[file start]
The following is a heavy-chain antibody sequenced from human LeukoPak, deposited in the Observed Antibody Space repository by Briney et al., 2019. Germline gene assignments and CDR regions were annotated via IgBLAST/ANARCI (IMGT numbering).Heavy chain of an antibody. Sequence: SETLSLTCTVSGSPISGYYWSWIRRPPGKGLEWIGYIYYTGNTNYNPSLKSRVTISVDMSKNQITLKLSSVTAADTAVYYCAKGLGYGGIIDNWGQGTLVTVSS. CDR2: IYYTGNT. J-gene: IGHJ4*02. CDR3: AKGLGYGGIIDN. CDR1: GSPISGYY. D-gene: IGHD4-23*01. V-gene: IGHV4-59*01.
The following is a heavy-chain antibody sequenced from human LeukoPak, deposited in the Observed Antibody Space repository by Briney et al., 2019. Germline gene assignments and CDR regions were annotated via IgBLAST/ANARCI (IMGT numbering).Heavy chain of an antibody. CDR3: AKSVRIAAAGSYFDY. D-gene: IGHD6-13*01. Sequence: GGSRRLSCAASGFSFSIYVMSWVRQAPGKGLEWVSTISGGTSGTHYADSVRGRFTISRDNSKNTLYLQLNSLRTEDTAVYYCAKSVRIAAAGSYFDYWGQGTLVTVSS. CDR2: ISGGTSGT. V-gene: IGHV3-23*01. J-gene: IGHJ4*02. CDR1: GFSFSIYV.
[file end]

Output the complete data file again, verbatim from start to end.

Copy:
The following is a heavy-chain antibody sequenced from human LeukoPak, deposited in the Observed Antibody Space repository by Briney et al., 2019. Germline gene assignments and CDR regions were annotated via IgBLAST/ANARCI (IMGT numbering).Heavy chain of an antibody. Sequence: SETLSLTCTVSGSPISGYYWSWIRRPPGKGLEWIGYIYYTGNTNYNPSLKSRVTISVDMSKNQITLKLSSVTAADTAVYYCAKGLGYGGIIDNWGQGTLVTVSS. CDR2: IYYTGNT. J-gene: IGHJ4*02. CDR3: AKGLGYGGIIDN. CDR1: GSPISGYY. D-gene: IGHD4-23*01. V-gene: IGHV4-59*01.
The following is a heavy-chain antibody sequenced from human LeukoPak, deposited in the Observed Antibody Space repository by Briney et al., 2019. Germline gene assignments and CDR regions were annotated via IgBLAST/ANARCI (IMGT numbering).Heavy chain of an antibody. CDR3: AKSVRIAAAGSYFDY. D-gene: IGHD6-13*01. Sequence: GGSRRLSCAASGFSFSIYVMSWVRQAPGKGLEWVSTISGGTSGTHYADSVRGRFTISRDNSKNTLYLQLNSLRTEDTAVYYCAKSVRIAAAGSYFDYWGQGTLVTVSS. CDR2: ISGGTSGT. V-gene: IGHV3-23*01. J-gene: IGHJ4*02. CDR1: GFSFSIYV.